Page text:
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A Love Letter from a Stray Moon
by Jay Griffiths

A Love Letter from a Stray Moon reimagines the exceptional life and uncompromising art of Frida Kahlo, and does so allegorically. It is the story of many different women channelled through the journey of one.

Author: Jay Griffiths

Published: March 2014

SKU: 9781908213174 Category: Tags: , , ,

£12.00

In stock (can be backordered)

‘A wonderful book. It’s like a dress that Kahlo invented for herself.’ John Berger

‘A stunning allegory about love, art and revolution. She makes every word, every scene, in this passionate narrative count. It’s brilliant work.’ Barry Lopez

Frida Kahlo transformed the emotional and physical pain of her life into art. Her paintings make visible the invisible, interior experiences of many women. They speak of loss, loneliness, her struggle to have children, her lovers, a bus accident that shattered her body and spirit. But they are also full of passion and warmth, each canvas a defiant celebration of what it is to be human.

A Love Letter from a Stray Moon reimagines the exceptional life and uncompromising art of Frida Kahlo, and does so allegorically, using Kahlo as a cipher for the experiences of the women—including the author—who identify with her.

Much more than the portrait of an artist, this is a vision that resonates with grief, rebellion and transcendence. It is the story of many different women channelled through the journey of one.

JAY GRIFFITHS

216 x 156mm hardback
120 pages

Foreword by John Berger
Cover artwork by Bridget McCrum
ISBN 978-1-908213-17-4

Additional information

Weight306 g
Dimensions16 x 162 x 216 mm

Reviews

  1. Some writers treat each book as a separate beast, to be built or bred according to particular, individual principles. Others just keep writing the same endless book, letting the words flow out from a single source and barely acknowledging the boundaries of page and cover. Jay Griffiths is a writer of the second sort.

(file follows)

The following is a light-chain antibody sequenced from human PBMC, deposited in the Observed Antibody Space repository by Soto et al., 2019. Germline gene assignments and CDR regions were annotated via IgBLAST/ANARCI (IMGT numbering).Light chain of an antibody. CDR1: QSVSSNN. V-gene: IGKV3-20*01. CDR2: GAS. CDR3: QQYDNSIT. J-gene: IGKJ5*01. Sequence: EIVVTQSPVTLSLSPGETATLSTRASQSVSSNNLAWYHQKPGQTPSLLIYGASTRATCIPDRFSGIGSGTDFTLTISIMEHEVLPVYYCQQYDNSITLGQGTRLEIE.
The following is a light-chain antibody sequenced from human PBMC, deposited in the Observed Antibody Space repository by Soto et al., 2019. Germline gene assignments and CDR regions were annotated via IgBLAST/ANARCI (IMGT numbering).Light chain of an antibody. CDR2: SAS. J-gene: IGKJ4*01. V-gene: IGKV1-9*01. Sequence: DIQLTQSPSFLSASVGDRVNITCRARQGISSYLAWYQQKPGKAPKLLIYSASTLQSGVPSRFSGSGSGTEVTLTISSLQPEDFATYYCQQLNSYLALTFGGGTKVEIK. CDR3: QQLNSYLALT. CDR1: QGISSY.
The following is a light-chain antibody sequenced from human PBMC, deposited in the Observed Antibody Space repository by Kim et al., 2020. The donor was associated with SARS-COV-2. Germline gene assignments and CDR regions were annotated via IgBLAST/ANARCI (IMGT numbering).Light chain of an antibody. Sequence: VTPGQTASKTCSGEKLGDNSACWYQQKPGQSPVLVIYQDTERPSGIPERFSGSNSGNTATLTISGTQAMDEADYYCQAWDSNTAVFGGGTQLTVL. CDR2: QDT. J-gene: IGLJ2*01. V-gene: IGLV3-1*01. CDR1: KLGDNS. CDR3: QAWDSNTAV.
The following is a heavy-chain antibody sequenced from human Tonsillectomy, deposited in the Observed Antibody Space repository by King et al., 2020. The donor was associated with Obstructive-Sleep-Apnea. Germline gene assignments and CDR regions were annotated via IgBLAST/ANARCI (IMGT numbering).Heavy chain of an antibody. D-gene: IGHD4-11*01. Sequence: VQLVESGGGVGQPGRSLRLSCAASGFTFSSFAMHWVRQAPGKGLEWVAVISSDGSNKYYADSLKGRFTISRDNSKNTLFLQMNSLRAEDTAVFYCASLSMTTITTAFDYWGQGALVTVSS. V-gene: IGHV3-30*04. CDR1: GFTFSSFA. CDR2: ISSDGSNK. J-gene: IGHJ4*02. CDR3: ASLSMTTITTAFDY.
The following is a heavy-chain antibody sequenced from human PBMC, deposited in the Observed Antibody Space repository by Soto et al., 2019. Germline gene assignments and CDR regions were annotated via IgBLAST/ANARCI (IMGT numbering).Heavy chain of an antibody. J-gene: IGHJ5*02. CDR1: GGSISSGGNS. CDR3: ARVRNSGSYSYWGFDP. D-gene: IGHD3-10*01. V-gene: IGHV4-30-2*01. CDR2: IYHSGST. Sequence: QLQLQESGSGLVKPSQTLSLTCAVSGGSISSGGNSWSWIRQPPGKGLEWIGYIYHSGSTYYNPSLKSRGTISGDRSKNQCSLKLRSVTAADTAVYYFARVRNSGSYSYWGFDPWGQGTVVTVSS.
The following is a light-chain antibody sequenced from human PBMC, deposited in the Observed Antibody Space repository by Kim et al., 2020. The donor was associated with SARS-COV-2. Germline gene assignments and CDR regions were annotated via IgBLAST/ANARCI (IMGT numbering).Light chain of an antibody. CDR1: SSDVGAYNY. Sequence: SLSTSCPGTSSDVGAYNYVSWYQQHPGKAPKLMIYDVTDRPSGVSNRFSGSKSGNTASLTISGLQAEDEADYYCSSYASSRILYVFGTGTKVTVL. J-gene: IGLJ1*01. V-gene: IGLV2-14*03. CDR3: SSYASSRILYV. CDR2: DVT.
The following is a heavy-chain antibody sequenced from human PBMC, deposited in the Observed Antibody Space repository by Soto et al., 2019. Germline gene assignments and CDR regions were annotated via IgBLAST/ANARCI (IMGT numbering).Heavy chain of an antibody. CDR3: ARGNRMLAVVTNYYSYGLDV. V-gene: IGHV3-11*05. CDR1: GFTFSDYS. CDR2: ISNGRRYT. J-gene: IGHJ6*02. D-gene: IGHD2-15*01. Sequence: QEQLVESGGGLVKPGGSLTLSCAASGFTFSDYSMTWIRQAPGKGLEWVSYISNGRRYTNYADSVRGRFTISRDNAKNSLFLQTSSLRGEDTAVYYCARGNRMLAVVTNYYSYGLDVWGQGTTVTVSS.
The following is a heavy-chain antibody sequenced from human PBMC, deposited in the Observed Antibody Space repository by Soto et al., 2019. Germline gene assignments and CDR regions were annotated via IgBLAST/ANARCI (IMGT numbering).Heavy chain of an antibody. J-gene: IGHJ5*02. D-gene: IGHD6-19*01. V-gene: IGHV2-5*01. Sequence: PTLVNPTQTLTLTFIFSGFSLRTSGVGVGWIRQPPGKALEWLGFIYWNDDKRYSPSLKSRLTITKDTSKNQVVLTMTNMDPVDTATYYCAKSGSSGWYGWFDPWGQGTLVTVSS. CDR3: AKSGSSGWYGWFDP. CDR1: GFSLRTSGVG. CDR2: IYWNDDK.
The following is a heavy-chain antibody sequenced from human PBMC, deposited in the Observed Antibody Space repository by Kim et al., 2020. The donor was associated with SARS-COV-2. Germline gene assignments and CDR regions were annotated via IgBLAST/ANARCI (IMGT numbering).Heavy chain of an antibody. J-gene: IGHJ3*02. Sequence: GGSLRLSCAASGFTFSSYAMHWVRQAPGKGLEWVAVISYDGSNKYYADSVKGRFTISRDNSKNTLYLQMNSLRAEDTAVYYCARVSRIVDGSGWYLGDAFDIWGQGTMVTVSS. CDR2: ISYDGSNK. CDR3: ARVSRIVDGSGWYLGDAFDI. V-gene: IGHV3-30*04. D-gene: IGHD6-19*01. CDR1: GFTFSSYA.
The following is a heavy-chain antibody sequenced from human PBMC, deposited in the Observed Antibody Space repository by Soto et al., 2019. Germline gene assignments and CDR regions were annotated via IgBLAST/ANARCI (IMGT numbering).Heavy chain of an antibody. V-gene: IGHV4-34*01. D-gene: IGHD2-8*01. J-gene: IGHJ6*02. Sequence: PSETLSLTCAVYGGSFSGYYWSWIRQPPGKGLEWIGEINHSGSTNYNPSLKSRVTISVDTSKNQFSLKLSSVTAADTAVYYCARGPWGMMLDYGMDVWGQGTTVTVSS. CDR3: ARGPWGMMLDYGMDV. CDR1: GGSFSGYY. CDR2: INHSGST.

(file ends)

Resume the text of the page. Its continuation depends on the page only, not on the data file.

Her driving, visionary, poetic prose has spilled through three urgent non-fiction books now – Pip Pip, Wild and Kith, tackling our relationship to time, the earth and childhood, respectively – and two shorter fictional books: Anarchipelago, about the road protests on the 1990s, and this, a novella-length prose poem inspired by the life of Mexican painter Frida Kahlo.

    Read the full review by Jonathan Gibbs in The Independent.

    Also read ‘Frida Khalo: life of hope and defiance’ in The Guardian.

  2. “I can’t get over this hangover,” a tequila-drinking parrot squawked in the courtyard. The household seethed with monkeys, tiny Itzcuintli dogs, an osprey, tame doves and a pet fawn: companions and perhaps child-substitutes for their artist-owner Frida Kahlo. Lemons, watermelons and flowers filled the house, and an organ cactus scraped the sky. Near so much life, death jangled a different music: she kept a foetus which a doctor had sent her as a gift in her bedroom, as a Mexican-style memento mori; a cardboard skeleton wore Frida’s clothes; and the bed’s canopy had a huge mirror so that, when bedridden, she could paint herself, a still life, a stilled life.

    Read the full essay by Jay Griffiths in The Guardian.

    Also read ‘Masks of Fiction’ by Jay Griffiths.

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